Integration with RPKI and IRR Data

Dear colleagues, we are glad to inform you that our team has finished integration with IRR data sources and ROA records. It should significantly increase the quality of hijacks detection, plus improve transparency of what is happening to route objects in different registries.

The primary task of any Regional Internet Registry or RIR (and we have five of them: RIPE, APNIC, ARIN, AFRINIC, LACNIC) is the allocation of AS numbers and IP-address space among its members. It includes not only general allocation, but also registrations of change, which is quite important in the era of IPv4 transfers. RIR may run Internet Routing Registry databases (IRRs) for various objects - route objects, different set objects, contacts, etc. However, all this activity is executed by each RIR independently, and after 20 years it resulted in almost mutual incompatibility between policies and objects in different IRRs.

This independence proved to have significant hidden cost. In this blog, a few times we discussed the importance of building IRR filters ([1][2][3]). But how to build those filters correctly if there is no authorization for route objects creation? Moreover, there is the LACNIC that does not provide support to retrieve route objects from its service region! Such situation opens the door for private registries, like RADB, NTTCOM, Level3, and others. These registries have no limitation (like service region), but also, there is no authorization, and in a long-term, they are increasing the amount of outdated and incorrect objects.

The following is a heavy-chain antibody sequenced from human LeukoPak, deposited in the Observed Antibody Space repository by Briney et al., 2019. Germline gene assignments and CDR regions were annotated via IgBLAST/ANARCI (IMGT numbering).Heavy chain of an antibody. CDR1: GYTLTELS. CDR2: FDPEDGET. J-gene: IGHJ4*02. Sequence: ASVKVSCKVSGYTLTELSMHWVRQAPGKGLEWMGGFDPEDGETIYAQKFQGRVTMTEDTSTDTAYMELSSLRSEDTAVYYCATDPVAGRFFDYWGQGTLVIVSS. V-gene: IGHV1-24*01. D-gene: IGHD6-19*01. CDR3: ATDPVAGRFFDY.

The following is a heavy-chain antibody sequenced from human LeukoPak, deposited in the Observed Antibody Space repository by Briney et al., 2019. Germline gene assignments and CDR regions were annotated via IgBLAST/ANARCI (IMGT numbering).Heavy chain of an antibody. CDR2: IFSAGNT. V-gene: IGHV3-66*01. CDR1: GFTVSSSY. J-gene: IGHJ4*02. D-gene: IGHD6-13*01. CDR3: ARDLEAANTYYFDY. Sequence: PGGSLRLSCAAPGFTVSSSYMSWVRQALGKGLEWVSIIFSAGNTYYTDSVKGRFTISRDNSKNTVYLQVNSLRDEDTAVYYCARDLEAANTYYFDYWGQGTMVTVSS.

To address this problem, we created a route object aggregator that uses all available data sources. With its help, we created a wizard on the «Prefixes» page that shows the existence of a proper route object for an ISP that originates selected prefix. Besides, all overlapping objects with corresponding data source are shown in the popup:

Another improvement of this release is the integration with ROA records. A ROA record represents a triplet (prefix, ASN, max_length). Unlike route objects, ROAs are unique and are cryptographically signed by IP-address space holder. So, in the future, they may become a reliable data source compared to route objects, but it is not true so far:

According to our study, only ~10% of globally visible prefixes have signed ROAs, and among these, every tenth prefix is not passing a validation check. The situation would be changing in near future as huge IXes have agreed to start dropping invalid routes at their route servers. So, we encourage all our users to sign their address space, and check that all corresponding ROAs are up to date. To support this initiative, we also integrated ROA validation check in the «Prefixes» page.

At the moment we cannot entirely rely on IRR data or ROA records. That’s why while solving hijack detection problem we decided to use both sources. Previously, we had MOAS page, which was showing all overlapping address space announced by different ASNs. It was useful, but it also had a lot of false positives. To remove those false positive alarms, we started using following logic to verify each announce:

  1. If the outcome of ROA validation procedure is «valid», the procedure halts with «valid»;
  2. If the outcome of ROA validation procedure is «unknown» and a valid route object exists, the procedure halts with «valid»;
  3. Otherwise, the procedure halts with an outcome «invalid».

With this procedure, we were able to mark with «valid» and «invalid» both sides of MOAS conflict, thus splitting it into an affected hijack, created hijacks and legitimate conflicts. Please check the «Hijack» page for your ASN and if you see a false positive there - you should know whom to blame. In this case, we encourage you to hurry up and sign your address space with ROA records, or at least create correct route objects.